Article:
Recently, Italy’s financial crime corps published the result of an investigation that drove them to charge six managers from an Italian drone-making company. Alpi Aviation, they contended, had been taken over by two major Chinese governmental companies with “opaque methods” meant to obscure the final owner.
The news rippled through Italy at a time of heightened attention towards securing the country’s strategic entities. The affair is now under the lens of the Prime Minister’s office, pending verification, with administrative procedures to follow (more in our report). And it was also noticed by one Ryan Fedasiuk, Research Analyst at Georgetown University’s Center for Security and Emerging Technology (CSET), who noted that the event was hardly surprising and pointed at a report he had co-authored on the matter.
The (alleged) Alpi Aviation affair does indeed fit in like a puzzle piece. The CSET report details the role of Chinese “science and technology diplomats”, scouters who pose as private entities and “act as brokers as part of China’s broader strategy to acquire foreign technology” by identifying and facilitating the acquisition of know-how by investing in technically-advanced companies, all while enjoying the backing of Beijing.
The work goes on to illustrate what the researchers found after delving into 642 of the thousands of reports “filed by the S&T directorates of Chinese embassies and consulates” across 52 countries. Said scouters seem set on finding companies with strategic value and potential impact on State security, from biopharma to information technology, as well as new materials, energy, vehicles, agriculture, robotics, aerospace, marine tech, et cetera.
As detailed by the researchers, Beijing tends to exploit the ambiguity that pervades the demarcation between public and private in China, where a company could be compelled by law to share its information with the authorities if required to – one of the key arguments behind the US’ rejection of Chinese 5G equipment.
China’s S&T emissaries also wander into the grey area of dual-use technologies (i.e. equipment that could theoretically be employed for both civilian and military activities). These methods were documented in another report from 2019, authored by C4ADS, detailing Beijing’s “IDAR” strategy with regards to this technology: introduce, digest, absorb, re-innovate.
The latter work also focusses on the so-called “Military-Civil Fusion” strategy, promoted at the national level by none other than Xi Jinping in 2015 and enhanced under a specially-designed Committee chaired by the Chinese president himself. According to the US Department of State, it’s an “aggressive, national strategy” to “enable [China] to develop the most technologically advanced military in the world.”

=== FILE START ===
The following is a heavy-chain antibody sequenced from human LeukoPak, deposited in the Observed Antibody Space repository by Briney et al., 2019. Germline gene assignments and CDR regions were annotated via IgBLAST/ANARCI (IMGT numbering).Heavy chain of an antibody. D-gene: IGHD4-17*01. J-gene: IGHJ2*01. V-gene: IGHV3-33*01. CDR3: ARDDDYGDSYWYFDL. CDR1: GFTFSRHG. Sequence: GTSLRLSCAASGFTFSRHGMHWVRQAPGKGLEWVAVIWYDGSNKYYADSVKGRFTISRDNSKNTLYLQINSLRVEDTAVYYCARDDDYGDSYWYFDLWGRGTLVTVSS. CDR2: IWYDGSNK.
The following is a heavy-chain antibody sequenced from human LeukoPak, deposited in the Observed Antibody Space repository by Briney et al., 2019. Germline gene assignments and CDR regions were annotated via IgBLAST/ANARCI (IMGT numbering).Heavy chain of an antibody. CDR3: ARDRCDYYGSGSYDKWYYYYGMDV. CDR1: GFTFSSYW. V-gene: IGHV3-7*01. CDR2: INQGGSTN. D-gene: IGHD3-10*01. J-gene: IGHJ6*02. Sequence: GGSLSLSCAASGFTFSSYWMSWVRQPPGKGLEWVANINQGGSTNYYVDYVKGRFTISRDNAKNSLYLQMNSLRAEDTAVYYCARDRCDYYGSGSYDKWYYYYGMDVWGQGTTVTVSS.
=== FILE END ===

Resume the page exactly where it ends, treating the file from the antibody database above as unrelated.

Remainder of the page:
Capital distribution, write the authors, is a key element of that committee’s drive to “stimulate civilian-military collaboration” – to the tune of nearly $57 billion in 2018 only – and “blur the lines between industrial and defense supply chains.”
Enter Italy, where Alpi Aviation is more than a blip on the radar. In fact, an entire institution – the China-Italy Technology Transfer Center – has been established over the years for Beijing’s emissaries to piggyback onto vis a vis the identification of potentially interesting companies.
That Center partners with Italy’s Ministry of Education, University and Research (MIUR), as well as the Chinese Ministry of Science and Technology, and has active branches and partnerships with the University of Bergamo in Northern Italy and Naples’ City of Science in the South.
According to the official website, the project is meant to promote “the internationalization activities of the research-business systems of the Italy-China axis, [as well as] economic synergies and collaborations in the field of scientific and technological research.” Further details are scarce, and social media pages have been dormant for a couple years.
That Center is just the Italian local chapter of the wider Chinese International Technology Transfer Center (CITTC), a globally-scaled version of the same operation with dozens of partnering countries, the structure of which was laid out by CSET researchers.
A CITTC infographic details some Italian companies that work with the institutions in Bergamo and Naples. Such as Sesto Sensor, a company producing fibre-optic sensors for power lines, oil and gas ducts, or Elias, which specialises in environmental management systems and electric/electronic planning.
Chances are, companies such as these could end up becoming the new Alpi Aviation. It’s unmistakable, CSET says: Beijing’s operations are ultimately geared at enhancing its own technological and military might, in line with the Chinese Communist Party’s goals as laid out in President Xi’s reforms: Made in China 2025, Medium and Long Term Plan for Science and Technology Development (2006-2020) and Strategic Emerging Industries Strategy.